The U.S. population of people who are 90 or older was 1.9 million in 2010, nearly triple what it was three decades ago, according to a recent U.S. Census Bureau report. The findings, supported by the National Institute on Aging, also showed that over the next four decades, that population is expected to more than quadruple.
The aging population means the country will have a greater need for students who are enrolled in online nursing degree programs, as people older than 65 need about four times as much medical attention as younger people, the American Association of Colleges and Nursing said.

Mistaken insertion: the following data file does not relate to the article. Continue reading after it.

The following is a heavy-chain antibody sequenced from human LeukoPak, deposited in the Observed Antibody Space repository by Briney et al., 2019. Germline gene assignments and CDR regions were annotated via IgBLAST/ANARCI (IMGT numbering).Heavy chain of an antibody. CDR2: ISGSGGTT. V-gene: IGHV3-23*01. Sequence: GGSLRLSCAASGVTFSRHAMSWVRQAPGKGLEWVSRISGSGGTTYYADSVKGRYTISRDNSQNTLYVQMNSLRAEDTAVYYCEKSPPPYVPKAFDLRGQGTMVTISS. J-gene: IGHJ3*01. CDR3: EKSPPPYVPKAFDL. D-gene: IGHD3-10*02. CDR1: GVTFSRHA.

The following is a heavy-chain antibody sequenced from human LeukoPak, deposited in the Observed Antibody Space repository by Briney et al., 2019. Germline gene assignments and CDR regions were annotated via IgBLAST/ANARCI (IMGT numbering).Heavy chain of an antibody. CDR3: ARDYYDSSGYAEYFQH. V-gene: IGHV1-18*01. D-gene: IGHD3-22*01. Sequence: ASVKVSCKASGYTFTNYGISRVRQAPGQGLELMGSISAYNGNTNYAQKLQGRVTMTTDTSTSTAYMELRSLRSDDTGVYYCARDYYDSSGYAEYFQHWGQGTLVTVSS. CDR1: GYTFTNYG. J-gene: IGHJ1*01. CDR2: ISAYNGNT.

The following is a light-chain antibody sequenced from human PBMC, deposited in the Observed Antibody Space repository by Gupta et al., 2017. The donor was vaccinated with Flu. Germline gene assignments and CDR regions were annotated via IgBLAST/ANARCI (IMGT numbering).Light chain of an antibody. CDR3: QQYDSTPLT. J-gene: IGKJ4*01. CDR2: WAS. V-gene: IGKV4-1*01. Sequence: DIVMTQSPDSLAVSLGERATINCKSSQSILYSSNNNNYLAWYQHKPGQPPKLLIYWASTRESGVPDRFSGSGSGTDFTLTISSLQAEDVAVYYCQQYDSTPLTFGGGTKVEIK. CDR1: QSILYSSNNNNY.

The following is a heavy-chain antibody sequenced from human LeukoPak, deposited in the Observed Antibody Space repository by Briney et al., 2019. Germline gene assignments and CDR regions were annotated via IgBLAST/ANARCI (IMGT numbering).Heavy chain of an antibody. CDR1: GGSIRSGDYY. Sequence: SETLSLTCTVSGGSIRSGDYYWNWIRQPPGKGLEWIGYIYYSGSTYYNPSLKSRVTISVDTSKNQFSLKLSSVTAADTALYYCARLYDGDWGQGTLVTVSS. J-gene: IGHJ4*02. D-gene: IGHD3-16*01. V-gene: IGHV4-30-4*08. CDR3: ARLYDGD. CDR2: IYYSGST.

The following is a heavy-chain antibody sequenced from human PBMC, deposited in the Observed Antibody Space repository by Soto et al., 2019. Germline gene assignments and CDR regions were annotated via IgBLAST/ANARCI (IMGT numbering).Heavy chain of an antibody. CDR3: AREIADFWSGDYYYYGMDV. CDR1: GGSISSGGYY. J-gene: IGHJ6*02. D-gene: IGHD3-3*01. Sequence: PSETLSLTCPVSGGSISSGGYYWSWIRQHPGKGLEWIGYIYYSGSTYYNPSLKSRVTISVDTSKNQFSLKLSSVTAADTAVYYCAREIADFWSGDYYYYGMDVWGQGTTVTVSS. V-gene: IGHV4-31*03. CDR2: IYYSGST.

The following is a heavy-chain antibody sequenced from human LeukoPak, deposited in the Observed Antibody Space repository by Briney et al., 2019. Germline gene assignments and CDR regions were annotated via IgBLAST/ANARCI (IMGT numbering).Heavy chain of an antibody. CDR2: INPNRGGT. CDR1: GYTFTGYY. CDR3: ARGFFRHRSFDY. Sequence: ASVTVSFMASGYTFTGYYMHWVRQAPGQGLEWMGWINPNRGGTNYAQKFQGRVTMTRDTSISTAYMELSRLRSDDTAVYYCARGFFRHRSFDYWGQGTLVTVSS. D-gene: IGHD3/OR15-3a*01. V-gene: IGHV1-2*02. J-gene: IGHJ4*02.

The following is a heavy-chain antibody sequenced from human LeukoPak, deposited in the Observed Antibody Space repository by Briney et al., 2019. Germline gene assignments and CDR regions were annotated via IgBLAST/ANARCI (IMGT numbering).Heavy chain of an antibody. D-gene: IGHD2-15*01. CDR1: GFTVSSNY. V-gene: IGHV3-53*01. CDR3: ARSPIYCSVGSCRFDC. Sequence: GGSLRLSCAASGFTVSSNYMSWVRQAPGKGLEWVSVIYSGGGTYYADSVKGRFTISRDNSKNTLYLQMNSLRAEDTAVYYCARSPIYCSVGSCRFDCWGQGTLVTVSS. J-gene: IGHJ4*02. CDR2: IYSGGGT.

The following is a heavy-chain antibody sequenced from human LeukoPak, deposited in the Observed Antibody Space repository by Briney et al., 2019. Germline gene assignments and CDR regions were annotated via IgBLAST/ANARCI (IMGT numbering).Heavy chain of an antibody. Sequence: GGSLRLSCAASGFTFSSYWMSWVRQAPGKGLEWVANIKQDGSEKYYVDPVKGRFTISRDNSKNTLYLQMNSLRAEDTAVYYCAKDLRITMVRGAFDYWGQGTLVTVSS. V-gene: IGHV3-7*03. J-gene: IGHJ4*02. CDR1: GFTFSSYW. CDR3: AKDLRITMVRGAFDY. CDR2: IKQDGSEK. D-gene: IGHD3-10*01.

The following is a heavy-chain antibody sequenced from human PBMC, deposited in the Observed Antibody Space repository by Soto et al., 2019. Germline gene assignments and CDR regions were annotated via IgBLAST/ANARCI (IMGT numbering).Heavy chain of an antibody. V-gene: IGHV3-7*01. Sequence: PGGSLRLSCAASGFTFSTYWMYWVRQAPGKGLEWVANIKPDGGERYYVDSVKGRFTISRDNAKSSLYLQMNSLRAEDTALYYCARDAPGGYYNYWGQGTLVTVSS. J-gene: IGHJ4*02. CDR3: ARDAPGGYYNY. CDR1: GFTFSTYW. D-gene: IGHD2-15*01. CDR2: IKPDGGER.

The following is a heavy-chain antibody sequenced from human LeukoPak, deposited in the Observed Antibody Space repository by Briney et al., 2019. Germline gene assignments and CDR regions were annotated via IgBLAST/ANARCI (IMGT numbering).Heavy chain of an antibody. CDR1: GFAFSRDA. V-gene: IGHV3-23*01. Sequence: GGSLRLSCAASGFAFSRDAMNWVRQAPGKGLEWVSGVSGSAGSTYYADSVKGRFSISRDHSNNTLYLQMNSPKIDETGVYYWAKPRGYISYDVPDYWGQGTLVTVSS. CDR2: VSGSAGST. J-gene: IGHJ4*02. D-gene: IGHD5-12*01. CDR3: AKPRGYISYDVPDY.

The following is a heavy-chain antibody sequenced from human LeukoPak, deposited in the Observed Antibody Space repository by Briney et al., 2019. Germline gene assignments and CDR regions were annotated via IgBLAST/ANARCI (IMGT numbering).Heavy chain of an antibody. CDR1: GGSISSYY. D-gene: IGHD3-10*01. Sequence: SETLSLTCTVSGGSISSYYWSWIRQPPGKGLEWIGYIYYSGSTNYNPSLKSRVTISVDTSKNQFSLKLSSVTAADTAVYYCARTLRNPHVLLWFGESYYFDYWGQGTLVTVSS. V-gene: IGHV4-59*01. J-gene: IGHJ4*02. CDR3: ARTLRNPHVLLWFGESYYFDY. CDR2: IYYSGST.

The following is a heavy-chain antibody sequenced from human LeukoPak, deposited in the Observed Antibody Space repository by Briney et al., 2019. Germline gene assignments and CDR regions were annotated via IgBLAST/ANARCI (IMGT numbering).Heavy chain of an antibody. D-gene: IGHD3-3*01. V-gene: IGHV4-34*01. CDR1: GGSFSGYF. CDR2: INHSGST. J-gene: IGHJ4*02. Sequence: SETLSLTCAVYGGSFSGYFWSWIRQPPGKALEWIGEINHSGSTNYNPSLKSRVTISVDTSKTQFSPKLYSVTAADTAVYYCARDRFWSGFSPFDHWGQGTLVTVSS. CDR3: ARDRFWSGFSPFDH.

Thanks to advancing medicine, life expectancies are growing, and people 90 and older now make up 4.7 percent of the population older than 65, compared with 2.8 percent in 1980. The report said that by 2050, that is expected to jump to 10 percent.
"Traditionally, the cutoff age for what is considered the 'oldest old' has been age 85," said Census Bureau demographer Wan He. "But increasingly, people are living longer and the older population itself is getting older. Given its rapid growth, the 90-and-older population merits a closer look."